Ethiopian Prime Minister Resigns After Failing to Quell Unrest

Updated on
  • Hailemariam has ruled Horn of Africa nation since 2012
  • Resignation follows more than two years of sporadic protests
Hailemariam Desalegn Photographer: Michael Nagle/Bloomberg

Ethiopian Prime Minister Hailemariam Desalegn resigned as the leader of one of Africa’s fastest-growing economies after failing to end months of unrest in the Oromia region.

Hailemariam, 52, will remain in the post until a transition is agreed, he said in a statement broadcast by the state-funded Fana Broadcasting Corp. in the capital, Addis Ababa. His announcement came days after the government said it dropped charges against top dissident Bekele Gerba and other opposition figures, and a month after he ordered the release of hundreds of political prisoners.

Ethiopia had seen sporadic, often deadly protests since late 2015 and temporarily enacted a state of emergency due to the unrest that was mainly in the central Oromia region. The violence damaged the country’s reputation as an investment destination and posed one of the biggest challenges to the ruling Ethiopian People’s Revolutionary Democratic Front since it came to power in the early 1990s. Groups including Amnesty International regularly accuse authorities of cracking down on human-rights defenders, the media and peaceful protesters.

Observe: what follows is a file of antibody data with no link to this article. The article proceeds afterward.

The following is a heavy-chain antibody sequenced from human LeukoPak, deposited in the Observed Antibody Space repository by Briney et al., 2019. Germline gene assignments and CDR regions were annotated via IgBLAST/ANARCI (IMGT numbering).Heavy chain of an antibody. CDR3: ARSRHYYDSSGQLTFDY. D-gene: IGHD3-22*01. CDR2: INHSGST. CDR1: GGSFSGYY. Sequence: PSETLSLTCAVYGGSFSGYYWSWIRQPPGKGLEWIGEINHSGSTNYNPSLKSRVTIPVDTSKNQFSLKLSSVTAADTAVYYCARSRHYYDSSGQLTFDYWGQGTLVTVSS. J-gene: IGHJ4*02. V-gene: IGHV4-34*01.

“There have been efforts to dial back some of the problems that they’ve had, but the problems aren’t going away,” Abdullahi Boru Halakhe, East Africa researcher at Amnesty International, said in a phone interview. “Hailemariam doesn’t represent a big ethnic constituency within the party. The EPRDF has decided they’d rather lose him now than lose the whole country.”

Eurobond Yields

Yields on Ethiopia’s $1 billion Eurobonds due in 2024 climbed six basis points to 6.42 on Thursday, the highest level since August.

Hailemariam, who took office in 2012, said his resignation was “based on my own wishes and desires” and he’s certain it will be accepted and a new premier elected. He described Ethiopia as being “in a very worrying place” and urged citizens to “accommodate and respect each other and continue with the development work.”

His resignation and the recent release of prisoners mark a “watershed moment for the EPRDF,” according to Ahmed Salim, a Dubai-based analyst with Teneo Intelligence.

The ruling coalition’s “control over the country is under threat with only two options available, a disintegration of the party or political reforms,” he said in an emailed note.

‘Symbolic Change’

Jared Jeffery, an analyst at NKC African Economics in Paarl, South Africa, said that while the EPRDF’s previous gestures “hint at a concerted effort to truly open up the political space,” the “symbolism of a change at the very top of the hierarchy was needed to convince people that it is serious.”

The move may be “the EPRDF trying to appease and forestall any real concessions,” he said in an emailed response to questions, adding that the freeing up of the media and reviewing the electoral system would show genuine reform.

“It is undoubtedly a big, symbolic move to make, but it does not address the underlying causes of dissent,” Jeffery said.

— With assistance by Helen Nyambura-Mwaura

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